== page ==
If Kansas had any hope of winning Saturday’s game as an 18 1/2-point Vegas underdog against Texas Tech, the truth was this: It had to have a great game from quarterback Jason Bean.
The junior transfer from North Texas had proven it was possible earlier this season. He’d run circles around Coastal Carolina to spur a third-quarter comeback. He’d bombed away against Duke to give KU an early lead and also some hope.
Fair or not, KU’s magic Bean not only had made losses a bit more tolerable for fans this season, but also had given flashes of hope that the Jayhawks could be set at quarterback for the foreseeable future.
KU’s 41- 14 loss Saturday to Texas Tech, though, makes things a bit murkier.
Because for all the highs of Bean’s season, he’s now backed that up with two stinkers, while also throwing for an average of 86 yards this season against three Big 12 opponents.
“I think the looks that they gave him, it definitely wasn’t his best game,” KU coach Lance Leipold said. “Barely over 50% (completion). Under 100 yards passing. Yeah, we need to be better in the passing game holistically.”
To put all the blame on Bean for his numbers Saturday — 11 for 21, 80 passing yards, one interception — would be foolish. KU is still building out of a hole roster-wise, and while the offensive line has improved from the beginning of the season, it’s far from being considered even middle-of-the-road when compared to Big 12 standards.
Still, football is a game often dominated by the passers. Those who throw it well often win, and those who can’t often lose.
It’s why Bean’s passing totals against Baylor (57), Iowa State (120) and now Texas Tech (80) deserve further scrutiny, especially considering the Red Raiders’ poor defensive reputation coming in.
If we’re being honest, KU’s downward trajectory over the last 12 seasons has been mirrored by its quarterback play. Outside of Carter Stanley’s transcendent 2019 season, KU’s musical chairs at the position hasn’t landed any consistency, with the Jayhawks’ revolving door of freshmen, transfers, jucos and previous five-stars usually not producing as coaches dreamed.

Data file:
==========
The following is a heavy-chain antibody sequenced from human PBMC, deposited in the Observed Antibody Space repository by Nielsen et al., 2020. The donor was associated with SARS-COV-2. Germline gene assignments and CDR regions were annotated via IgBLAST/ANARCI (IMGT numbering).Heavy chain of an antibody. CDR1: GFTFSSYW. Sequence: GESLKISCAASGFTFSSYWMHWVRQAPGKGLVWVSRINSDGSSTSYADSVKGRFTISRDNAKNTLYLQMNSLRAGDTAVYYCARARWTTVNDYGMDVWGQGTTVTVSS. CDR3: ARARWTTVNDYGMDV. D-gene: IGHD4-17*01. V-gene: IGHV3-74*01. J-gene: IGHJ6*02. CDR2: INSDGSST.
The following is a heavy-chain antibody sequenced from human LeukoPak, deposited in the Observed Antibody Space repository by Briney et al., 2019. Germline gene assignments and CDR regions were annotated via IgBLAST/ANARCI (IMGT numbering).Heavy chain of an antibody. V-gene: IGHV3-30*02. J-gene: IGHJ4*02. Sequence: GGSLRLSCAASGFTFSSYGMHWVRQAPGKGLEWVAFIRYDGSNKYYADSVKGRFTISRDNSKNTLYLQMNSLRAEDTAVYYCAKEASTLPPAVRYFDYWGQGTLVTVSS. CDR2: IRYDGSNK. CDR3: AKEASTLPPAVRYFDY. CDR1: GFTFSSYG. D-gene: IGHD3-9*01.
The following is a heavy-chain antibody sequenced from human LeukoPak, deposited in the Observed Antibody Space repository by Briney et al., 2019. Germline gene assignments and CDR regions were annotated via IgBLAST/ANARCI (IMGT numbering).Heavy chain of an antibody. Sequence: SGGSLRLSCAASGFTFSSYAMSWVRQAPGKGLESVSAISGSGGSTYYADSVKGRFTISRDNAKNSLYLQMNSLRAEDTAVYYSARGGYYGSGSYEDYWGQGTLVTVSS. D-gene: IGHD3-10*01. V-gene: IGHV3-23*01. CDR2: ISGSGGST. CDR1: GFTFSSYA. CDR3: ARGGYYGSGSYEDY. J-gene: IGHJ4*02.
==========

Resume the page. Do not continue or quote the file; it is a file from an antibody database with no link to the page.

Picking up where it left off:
It’s why Bean’s start to the season was so encouraging. KU has much to figure out roster-wise, but if Bean could just steady the ship at the game’s most important position for the next two — or three — years, KU could be fast-tracking a road to respectability quicker than many might believe.
Internal discussion in Anderson Family Football Complex might be a bit different now. Is Bean still the answer? And if he doesn’t show more in future weeks, will KU’s coaches need to look outside the program this offseason for potential help?
Perhaps this is a blip. Bean still possesses game-changing speed, and that tool provides the rest of KU’s roster a potential cheat code in their early development, as he can turn teammate missed assignments and mistakes into big plays, simply because of his natural ability.
Then again, one would expect Bean to be getting better at this point in the season, not regressing. He joined the team in the summer and learned the offense in August practices, meaning every week should hypothetically bring an added level of comfort with coaches and the system.
At the least, that hasn’t been evident in the last two weeks.
So what are the other options?
Sophomore Jalon Daniels, who started six games last season, could still be an answer; he didn’t play during garbage time in KU’s game Saturday, so perhaps the coaching staff already is considering a redshirt for him with an eye to the future.
The Jayhawks, though, already have committed a lot of resources to QBs. Developmental freshmen Ben Easters and Conrad Hawley joined the roster this season, so KU likely isn’t in a spot where it can throw lots of recruiting darts at the position if it wants to keep balance.
Leipold, for his part, wasn’t ready to say too much about Bean’s effort in the immediate aftermath; it’s tough to have accurate analysis in real-time from the sideline view, he said, while KU’s overall struggles also muddied the evaluation.
“Not enough plays run to gain any type of rhythm that a quarterback can gain some consistency and confidence or us as an offense,” Leipold said. “And that seems to be a repeating thing.”
Leipold is sure to be watching closely during Sunday’s film session, as KU’s previous advantage at quarterback has dissipated during Big 12 play.
Whether that creates bigger program aftershocks remains to be determined, as KU coaches will be faced with an important question soon:
How much rebuilding faith, exactly, should be put in Bean, especially with so much at stake?